|This article needs additional citations for verification. (October 2011)|
Basel I is the round of deliberations by central bankers from around the world, and in 1988, the Basel Committee on Banking Supervision (BCBS) in Basel, Switzerland, published a set of minimum capital requirements for banks. This is also known as the 1988 Basel Accord, and was enforced by law in the Group of Ten (G-10) countries in 1992. A new set of rules known as Basel II was later developed with the intent to supersede the Basel I accords. However they were criticized by some for allowing banks to take on additional types of risk, which was considered part of the cause of the US subprime financial crisis that started in 2008. In fact, bank regulators in the United States took the position of requiring a bank to follow the set of rules (Basel I or Basel II) giving the more conservative approach for the bank. Because of this it was anticipated that only the few very largest US Banks would operate under the Basel II rules, the others being regulated under the Basel I framework. Basel III was developed in response to the financial crisis; it does not supersede either Basel I or II[clarification needed], but focuses on different issues primarily related to the risk of a bank run.
The Committee was formed in response to the messy liquidation of Cologne-based Herstatt Bank in 1973. On 26 June 1974 a number of banks had released Deutschmarks (the German currency) to the Herstatt Bank in exchange for dollar payments deliverable in New York. Due to differences in the time zones, there was a lag in the dollar payment to the counterparty banks; during this lag period, before the dollar payments could be effected in New York, the Herstatt Bank was liquidated by German regulators.
This incident prompted the G-10 nations to form the Basel Committee on Banking Supervision in late 1974, under the auspices of the Bank for International Settlements (BIS) located in Basel, Switzerland.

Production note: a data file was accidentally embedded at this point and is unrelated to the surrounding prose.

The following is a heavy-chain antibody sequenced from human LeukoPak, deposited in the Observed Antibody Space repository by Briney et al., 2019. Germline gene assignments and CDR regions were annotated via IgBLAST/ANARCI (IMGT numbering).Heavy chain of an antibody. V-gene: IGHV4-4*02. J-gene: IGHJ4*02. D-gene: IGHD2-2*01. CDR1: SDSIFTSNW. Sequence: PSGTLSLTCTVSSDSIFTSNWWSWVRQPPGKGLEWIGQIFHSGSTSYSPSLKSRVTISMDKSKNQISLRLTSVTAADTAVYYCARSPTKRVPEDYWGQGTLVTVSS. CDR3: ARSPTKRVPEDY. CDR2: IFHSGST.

Basel I, that is, the 1988 Basel Accord, is primarily focused on credit risk and appropriate risk-weighting of assets. Assets of banks were classified and grouped in five categories according to credit risk, carrying risk weights of 0% (for example cash, bullion, home country debt like Treasuries), 20% (securitisations such as mortgage-backed securities (MBS) with the highest AAA rating), 50% (municipal revenue bonds, residential mortgages), 100% (for example, most corporate debt), and some assets given No rating. Banks with an international presence are required to hold capital equal to 8% of their risk-weighted assets (RWA).
The tier 1 capital ratio = tier 1 capital / all RWA
The total capital ratio = (tier 1 + tier 2 + tier 3 capital) / all RWA
Leverage ratio = total capital/average total assets
Banks are also required to report off-balance-sheet items such as letters of credit, unused commitments, and derivatives. These all factor into the risk weighted assets. The report is typically submitted to the Federal Reserve Bank as HC-R for the bank-holding company and submitted to the Office of the Comptroller of the Currency (OCC) as RC-R for just the bank.
From 1988 this framework was progressively introduced in member countries of G-10, comprising 13 countries as of 2013[update]: Belgium, Canada, France, Germany, Italy, Japan, Luxembourg, Netherlands, Spain, Sweden, Switzerland, United Kingdom and the United States of America.
Over 100 other countries also adopted, at least in name, the principles prescribed under Basel I. The efficacy with which the principles are enforced varies, even within nations of the Group.